Powell officials vote against EMS changes


By Dillon Davis - cdavis@aimmediamidwest.com



At the Dec. 4 meeting of Powell City Council, residents of both Powell and Liberty Township packed City Hall to implore council members to take a stance against a proposal currently being reviewed by the Liberty Township Board of Trustees involving whether or not to hand Liberty Township’s EMS services over to Delaware County.

Council members responded to the public outcry with resounding support, making its intentions to oppose the controversial proposal very clear. On Tuesday night, council unanimously approved a resolution that officially declares that opposition expressed at the Dec. 4 meeting.

Among other things, the resolution highlights the reduction in services that would naturally stem from reducing the number of paramedics per unit from three to two if the township’s EMS were handed over to the county, as well as them not being cross-trained as the Liberty Township firefighter-paramedics are.

The resolution cites the lack of consideration for valuable opinions on the matter, such as those of Liberty Township Medical Director Dr. Warren Yamarick, who has repeatedly stated he has never been approached for input on the proposal.

Also included is the overwhelming support the residents have shown through the passage of a levy to keep EMS local. Seventy-eight percent of Powell residents and nearly 75 percent of Liberty Township residents voted to approve the levy in 2017.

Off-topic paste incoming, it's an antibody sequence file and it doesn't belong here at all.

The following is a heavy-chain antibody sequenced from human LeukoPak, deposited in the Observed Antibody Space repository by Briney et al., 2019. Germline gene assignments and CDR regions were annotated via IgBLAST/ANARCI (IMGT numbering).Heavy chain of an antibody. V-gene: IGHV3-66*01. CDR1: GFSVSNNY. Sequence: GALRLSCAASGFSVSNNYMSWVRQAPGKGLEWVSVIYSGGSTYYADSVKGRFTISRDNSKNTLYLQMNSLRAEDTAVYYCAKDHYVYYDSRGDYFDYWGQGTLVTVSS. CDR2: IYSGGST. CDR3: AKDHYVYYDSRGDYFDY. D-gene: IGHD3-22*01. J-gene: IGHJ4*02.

While the resolution solidifies the City of Powell’s stance, it isn’t the first measure the city has taken to oppose what the county and township are considering.

In the days following the Dec. 4 meeting, Powell Law Director Gene Hollins sent a notice to Liberty Township officials suggesting that if they were to continue pursuing the transfer of EMS, the township would be defaulting the Cooperative Economic Development Agreement (CEDA) between them and the city.

The written notice points out that Liberty Township continuing to provide EMS and fire services played a large role in the city agreeing to the CEDA, which was approved in 2002.

“Clearly, Liberty Township continuing to provide fire and EMS services was a material inducement to the City to enter into the CEDA,” the notice states. “The Township provides no other significant services to taxpayers of the City.”

In addition to the details of the CEDA, Hollins urged the township and county to consider the fire levy approved with ease by voters in 2017, saying, “when Powell residents were asked to approve the 5.6-mill replacement levy, it was clearly represented that the township would be providing EMS services at this millage rate.”

The notice goes on to suggest that if the switch is made, any funds from the levy may be of “questionable legality.”

“Ceasing and desisting from further efforts to reduce or otherwise modify the current level of Fire and EMS services by the Liberty Township Fire Department in the city of Powell is hereby demanded to avoid default,” the notice closes.

The next chapter of this ongoing saga could take place as soon as Monday, Dec. 24, as Liberty Township trustees have called for a special meeting. The agenda for the meeting, which is scheduled for 9 a.m., has not been set, and it remains to be seen if EMS will be discussed.

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By Dillon Davis

cdavis@aimmediamidwest.com

Reach Dillon Davis at 740-413-0904. Follow him on Twitter @ddavis_gazette.

Reach Dillon Davis at 740-413-0904. Follow him on Twitter @ddavis_gazette.